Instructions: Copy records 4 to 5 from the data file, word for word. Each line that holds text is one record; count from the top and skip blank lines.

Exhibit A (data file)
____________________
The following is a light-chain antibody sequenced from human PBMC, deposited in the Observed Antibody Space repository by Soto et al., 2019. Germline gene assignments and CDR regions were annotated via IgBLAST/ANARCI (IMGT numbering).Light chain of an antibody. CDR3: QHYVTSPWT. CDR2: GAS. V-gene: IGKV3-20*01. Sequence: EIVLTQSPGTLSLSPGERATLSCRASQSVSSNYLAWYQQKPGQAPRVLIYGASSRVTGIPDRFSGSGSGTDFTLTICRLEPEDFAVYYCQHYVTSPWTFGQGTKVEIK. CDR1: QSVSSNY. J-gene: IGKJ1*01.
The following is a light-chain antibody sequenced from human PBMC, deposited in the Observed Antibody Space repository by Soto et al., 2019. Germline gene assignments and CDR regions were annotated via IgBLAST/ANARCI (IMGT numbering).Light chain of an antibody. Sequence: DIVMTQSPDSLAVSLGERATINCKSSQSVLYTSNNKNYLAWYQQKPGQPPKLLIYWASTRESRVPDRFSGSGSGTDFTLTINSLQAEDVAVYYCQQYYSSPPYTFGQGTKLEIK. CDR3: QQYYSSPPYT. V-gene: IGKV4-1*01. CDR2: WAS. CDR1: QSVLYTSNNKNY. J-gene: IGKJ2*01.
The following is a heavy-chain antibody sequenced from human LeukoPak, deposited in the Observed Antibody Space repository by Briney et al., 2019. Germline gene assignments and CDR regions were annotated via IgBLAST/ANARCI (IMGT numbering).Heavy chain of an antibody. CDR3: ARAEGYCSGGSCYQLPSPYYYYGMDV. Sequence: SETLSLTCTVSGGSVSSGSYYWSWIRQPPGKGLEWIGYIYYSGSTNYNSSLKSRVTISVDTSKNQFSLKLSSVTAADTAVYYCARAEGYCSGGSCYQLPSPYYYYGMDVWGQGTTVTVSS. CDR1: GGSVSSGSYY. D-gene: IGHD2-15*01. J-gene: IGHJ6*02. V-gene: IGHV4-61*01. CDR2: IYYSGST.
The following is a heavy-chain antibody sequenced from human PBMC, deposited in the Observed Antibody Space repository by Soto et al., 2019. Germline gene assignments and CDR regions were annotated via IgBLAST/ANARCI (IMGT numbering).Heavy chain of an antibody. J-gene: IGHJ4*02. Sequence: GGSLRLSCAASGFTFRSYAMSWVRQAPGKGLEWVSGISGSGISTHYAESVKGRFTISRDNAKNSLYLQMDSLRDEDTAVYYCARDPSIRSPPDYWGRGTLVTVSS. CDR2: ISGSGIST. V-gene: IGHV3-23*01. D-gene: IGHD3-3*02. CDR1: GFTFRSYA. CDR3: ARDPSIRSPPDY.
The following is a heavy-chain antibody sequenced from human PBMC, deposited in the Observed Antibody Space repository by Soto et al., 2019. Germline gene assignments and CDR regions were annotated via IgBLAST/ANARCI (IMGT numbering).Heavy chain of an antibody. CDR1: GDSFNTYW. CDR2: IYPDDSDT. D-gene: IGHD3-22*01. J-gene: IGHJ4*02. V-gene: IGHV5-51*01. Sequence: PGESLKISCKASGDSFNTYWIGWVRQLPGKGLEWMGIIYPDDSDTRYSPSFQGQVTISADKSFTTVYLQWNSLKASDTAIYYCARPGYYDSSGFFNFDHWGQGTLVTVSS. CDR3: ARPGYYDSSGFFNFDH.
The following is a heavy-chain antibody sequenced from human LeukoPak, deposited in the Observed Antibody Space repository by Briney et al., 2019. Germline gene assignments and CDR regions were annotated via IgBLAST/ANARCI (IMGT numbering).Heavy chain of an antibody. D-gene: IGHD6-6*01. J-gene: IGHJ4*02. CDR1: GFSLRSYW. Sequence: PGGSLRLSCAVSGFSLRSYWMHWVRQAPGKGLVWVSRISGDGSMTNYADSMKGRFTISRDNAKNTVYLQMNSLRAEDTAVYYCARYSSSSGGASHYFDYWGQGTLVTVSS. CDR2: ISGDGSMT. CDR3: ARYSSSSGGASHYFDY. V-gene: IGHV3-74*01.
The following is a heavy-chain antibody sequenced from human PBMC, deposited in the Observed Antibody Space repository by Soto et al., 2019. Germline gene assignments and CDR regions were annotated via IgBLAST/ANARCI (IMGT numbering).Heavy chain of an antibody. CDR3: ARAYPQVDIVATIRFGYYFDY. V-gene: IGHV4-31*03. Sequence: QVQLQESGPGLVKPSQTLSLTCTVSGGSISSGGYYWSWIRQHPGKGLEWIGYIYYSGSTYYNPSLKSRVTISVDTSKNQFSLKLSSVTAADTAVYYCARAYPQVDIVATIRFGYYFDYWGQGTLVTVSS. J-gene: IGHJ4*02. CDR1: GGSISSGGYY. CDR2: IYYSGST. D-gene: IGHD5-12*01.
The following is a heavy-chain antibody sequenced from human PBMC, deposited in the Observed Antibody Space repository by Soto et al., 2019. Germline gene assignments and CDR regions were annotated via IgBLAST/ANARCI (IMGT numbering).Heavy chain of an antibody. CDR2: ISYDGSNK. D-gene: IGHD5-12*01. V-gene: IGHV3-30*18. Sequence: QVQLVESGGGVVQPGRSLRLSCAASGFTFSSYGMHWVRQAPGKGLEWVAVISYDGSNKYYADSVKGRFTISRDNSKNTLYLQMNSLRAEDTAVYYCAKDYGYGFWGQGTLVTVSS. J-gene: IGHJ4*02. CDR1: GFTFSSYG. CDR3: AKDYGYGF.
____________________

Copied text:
The following is a heavy-chain antibody sequenced from human PBMC, deposited in the Observed Antibody Space repository by Soto et al., 2019. Germline gene assignments and CDR regions were annotated via IgBLAST/ANARCI (IMGT numbering).Heavy chain of an antibody. J-gene: IGHJ4*02. Sequence: GGSLRLSCAASGFTFRSYAMSWVRQAPGKGLEWVSGISGSGISTHYAESVKGRFTISRDNAKNSLYLQMDSLRDEDTAVYYCARDPSIRSPPDYWGRGTLVTVSS. CDR2: ISGSGIST. V-gene: IGHV3-23*01. D-gene: IGHD3-3*02. CDR1: GFTFRSYA. CDR3: ARDPSIRSPPDY.
The following is a heavy-chain antibody sequenced from human PBMC, deposited in the Observed Antibody Space repository by Soto et al., 2019. Germline gene assignments and CDR regions were annotated via IgBLAST/ANARCI (IMGT numbering).Heavy chain of an antibody. CDR1: GDSFNTYW. CDR2: IYPDDSDT. D-gene: IGHD3-22*01. J-gene: IGHJ4*02. V-gene: IGHV5-51*01. Sequence: PGESLKISCKASGDSFNTYWIGWVRQLPGKGLEWMGIIYPDDSDTRYSPSFQGQVTISADKSFTTVYLQWNSLKASDTAIYYCARPGYYDSSGFFNFDHWGQGTLVTVSS. CDR3: ARPGYYDSSGFFNFDH.